Case Study: Patagonia goes against the norms of business, and it works.

Posted on Posted in How to Guide for Marketers

PatagoniaPatagonia is considered one of the gold standard brands for brand purpose. The problem for those copycat brands is they only go half way, whereas Patagonia goes all the way for environmental causes. The copycat brands make an ad about purpose, but they don’t live it and breathe it the way Patagonia does.

For example, Gillette ran a purpose-driven ad in January, ran it for 6 seeks. Some loved it, others hated it. They lost market share and shifted back to a fireman who needs a sensitive razor because his mask rubs against his face. That’s not purpose driven.

Pepsi made an ad a few years ago, about trying to save the world with Kylie Jenner.  It flopped, so they went back to selling cherry flavours the next week. That’s not purpose driven.

Purpose can’t be a short-term attempt to gain share because we all of a sudden like brand purpose.

Patagonia has made some decisions the copycat brands would never have the strength to do

Since 1985, Patagonia has pledged 1% of sales to the preservation and restoration of the natural environment. They have given away $90 million in cash to grassroots environmental groups making a difference in their local communities. They have encouraged other businesses to join their cause. That’s purpose.

Patagonia has fought President Trump on his views on the environment. This year, they announced they were giving away the Trump tax cut, estimated at $10,000,000, to environmental causes. I didn’t hear Unilever or Ben & Jerry’s giving the tax dollars away. I get it, it’s not easy. But, that’s purpose.

Don’t buy this jacketpatagonia

A few years ago, they were trying to figure out how to handle Black Friday. They launched a campaign encouraging their consumers not to buy a new Patagonia jacket. Ok, now that’s crazy.

Why? Everything they make takes something from the planet we can’t give back. Each piece of Patagonia clothing, whether or not it’s organic or uses recycled materials, emits several times its weight in greenhouse gases, generates at least another half garment’s worth of scrap, and draws down copious amounts of freshwater now growing scarce everywhere on the planet.

They placed the ad in the New York Times asking people to buy less on Black Friday. Yes, they are in business to make and sell products. Yes, they need to make money, and they are growing, but they want to make sure they address the risks of consumerism and don’t want to show up hypocritical.

They refuse to sell to Wall Street or Silicon Valley

Last week, it was revealed that Patagonia will no longer sell co-branded fleeces into companies who do no share their purpose of saving the planet. That means no to Wall Street and no to Silicon Valley. The way they get around this is to stay they will only sell to those companies who are willing to give away 1% of their sales. Turning away willing customers, because they don’t share your views: that’s purpose.

Patagonia is in business to save our home planet.

For years, Patagonia has used “We will build the best product, cause no unnecessary harm and use business to inspire” as their mission statement.” This year, they have dialled up their mission to “be in business to save our home planet.” That’s definitively purpose-driven.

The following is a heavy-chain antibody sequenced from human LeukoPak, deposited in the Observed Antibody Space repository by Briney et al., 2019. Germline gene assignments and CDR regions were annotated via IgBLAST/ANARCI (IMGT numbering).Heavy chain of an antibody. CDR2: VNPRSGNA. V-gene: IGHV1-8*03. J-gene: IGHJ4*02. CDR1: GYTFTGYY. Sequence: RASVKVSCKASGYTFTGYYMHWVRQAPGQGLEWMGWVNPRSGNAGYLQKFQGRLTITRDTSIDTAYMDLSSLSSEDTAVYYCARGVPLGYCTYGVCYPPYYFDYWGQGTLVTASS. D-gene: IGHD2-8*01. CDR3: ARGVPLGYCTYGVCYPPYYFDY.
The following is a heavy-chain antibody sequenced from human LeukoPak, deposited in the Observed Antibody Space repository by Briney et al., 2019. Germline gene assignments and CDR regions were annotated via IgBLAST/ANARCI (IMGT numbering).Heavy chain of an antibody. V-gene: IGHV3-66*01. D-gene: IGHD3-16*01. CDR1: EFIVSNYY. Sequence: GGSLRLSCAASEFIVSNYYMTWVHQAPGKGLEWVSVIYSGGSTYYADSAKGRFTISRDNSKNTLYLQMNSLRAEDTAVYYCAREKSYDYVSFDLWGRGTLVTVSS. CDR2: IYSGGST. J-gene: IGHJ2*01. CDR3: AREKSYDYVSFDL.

Sensing many other brands are trying to copy the way they do purpose, The founder of Patagonia, Yvon Chouinard, now 81, has taken note and said “Purpose is not a strategy”.

Chouinard went on further to say, “You can’t reverse into a mission and values through marketing. The organisations that are struggling with this are probably the ones that are thinking about marketing first. The role of marketing is to authentically elevate that mission and purpose and engage people in it, but the purpose needs to be the business.”

This environmental stance is embedded into the culture. They have stated that when Patagonia has a job opening, all things being equal, they will hire the person who’s committed to saving the planet no matter what the job is. No other company is that committed to their purpose.

Purpose is not a strategy, and it’s not an advertising line.

If you love brand purpose, you should treat brand purpose properly, and where it sits within your brand actually matters.brand purpose

Purpose is NOT a strategy.

And, purpose is NOT an advertising line.

Purpose answers, “Why does your brand exist?” It is the underlying personal motivation for why you do what you do. It gives your brand a soul. Moreover, it should sit very high on your plan. You can’t make up a purpose.

If you were a product-driven razor brand for 50 years, it takes another 50 years to transition to a true purpose-driven brand. Your first audience of your purpose should be your employees, not consumers.

Purpose impacts the values and beliefs of your brand, which then impacts the expected behaviours of all those who work behind the scenes of the brand. Can you see now, how it takes time for it to sink in. One ad, just won’t cut it.

Don’t be ashamed of your real brand purpose because you likely can’t deliver the fake one you think is cool

Be honest with yourself. If you are Pepsi, what the heck is wrong with making the world smile and dance? Not everyone has to save the world? Authentic means being true to yourself, not just appearing earnest in an ad.

Every brand should have a purpose. Not every brand should use it in their ads. Use purpose if it motivates consumers and is ownable for your brand.

The biggest thing we can learn from Patagonia, is we can never be them.

Patagonia is uniquely laser focused on the environment, not as a way to connect, but as a life-long commitment to why they exist.

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